Canyon Magic begins in April
Picerne collection to showcase over 40 pieces of grand art
GRAND CANYON, Ariz. - Ever wondered what the difference is between Realism, Tonalism, Cubism, Impressionism, Pointillism and Expressionism? Find out in April, as artwork from all of these categories will be on display at the South Rim's historic Kolb Studios. Paintings from a number of different styles, as well as from a number of schools and associations will be on display from April 2 to June 20 as part of the Picerne Collection of Arizona Landmark Art. Called Canyon Magic, the exhibit features artwork from schools and associations such as the Taos Society, California Impressionists, California Watercolorists, the Desert Painters, Arizona women artists, and Santa Fe Railway artists.
The collection resulted from a collaboration with art collector David Picerne, president and CEO of Picerne Real Estate, and Gary Fillmore, art expert and owner of the Blue Coyote Gallery in Cave Creek. Fillmore is also an art appraiser, dealer, collector and author. He's currently at work on his newest book "The Artists of Kayenta," which is scheduled for publication in 2010.
He said painters flocked to the Canyon for the artistic challenge represented by the area.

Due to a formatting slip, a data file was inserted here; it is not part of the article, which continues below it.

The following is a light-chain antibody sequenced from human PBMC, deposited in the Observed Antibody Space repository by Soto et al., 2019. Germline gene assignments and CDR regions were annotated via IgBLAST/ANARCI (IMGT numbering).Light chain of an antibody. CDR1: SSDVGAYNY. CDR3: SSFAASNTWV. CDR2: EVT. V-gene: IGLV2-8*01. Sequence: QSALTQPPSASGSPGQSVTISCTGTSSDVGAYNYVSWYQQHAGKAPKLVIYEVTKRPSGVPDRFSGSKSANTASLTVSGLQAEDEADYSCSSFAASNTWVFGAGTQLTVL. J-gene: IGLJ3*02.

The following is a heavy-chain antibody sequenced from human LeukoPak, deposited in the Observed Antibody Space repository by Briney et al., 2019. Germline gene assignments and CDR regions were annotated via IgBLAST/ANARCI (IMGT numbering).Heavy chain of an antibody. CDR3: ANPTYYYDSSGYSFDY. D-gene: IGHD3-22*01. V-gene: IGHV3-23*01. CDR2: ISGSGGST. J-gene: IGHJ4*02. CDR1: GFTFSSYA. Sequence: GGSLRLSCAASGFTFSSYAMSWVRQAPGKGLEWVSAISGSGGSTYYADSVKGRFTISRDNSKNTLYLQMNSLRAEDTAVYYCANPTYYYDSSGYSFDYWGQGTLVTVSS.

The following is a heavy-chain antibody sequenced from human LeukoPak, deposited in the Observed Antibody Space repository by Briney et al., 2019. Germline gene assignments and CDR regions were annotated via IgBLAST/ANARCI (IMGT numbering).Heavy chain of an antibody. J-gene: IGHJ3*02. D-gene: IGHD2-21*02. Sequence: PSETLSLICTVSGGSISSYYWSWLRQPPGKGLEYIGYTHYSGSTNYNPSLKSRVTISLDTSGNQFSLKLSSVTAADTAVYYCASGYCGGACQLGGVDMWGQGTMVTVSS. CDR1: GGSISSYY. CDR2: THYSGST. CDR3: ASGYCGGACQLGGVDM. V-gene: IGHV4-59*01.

"The criteria was that they had to be recognizable landmarks," Fillmore said. "As it evolved, the most recognizable landmark in Arizona is the Grand Canyon. It was the ultimate artistic challenge. It is one of the most recognizable landmarks of North America, maybe the most."
An opening reception for the exhibit will be held April 7 from 7-9 p.m. at Kolb Studio. The show is the collection's first major solo exhibit and will focus on early 20th century landscape paintings. Artists featured in the collection range from lesser to well-known names, such as Gunnar Widforss Joseph Henry Sharp, Birger Sandzen, W.R. Leigh and Edgar Payne.
"Edgar Payne was the founder of the Laguna Beach Art Association. That is a very well known association in California Impressionist circles," Fillmore said.
Besides the Grand Canyon itself, Fillmore added that artists would also come to the area for the cultural experience it offered in the form of Native American tribes.
"Back then they were very drawn to living with the people in their traditional ways. They were as captivated by the people almost as much as they were to the scenery," Fillmore said.
His Cave Creek gallery, like the Picerne collection itself, offers a wide range of regional art. The gallery can be found online at www.bluecoyotegallery.com.
"We specialize in regional, early 20th century art. Regional can be kind of a relative term. We define it as Arizona and the California desert painters and the Arizona Native American art," Fillmore said.
The Grand Canyon Association and the Grand Canyon National Park sponsor the Kolb Studio exhibit. More information on the association and their programs can be found online at www.grandcanyon.org. More information on the Picerne collection can be found online at azlandmarkart.org/index.htm.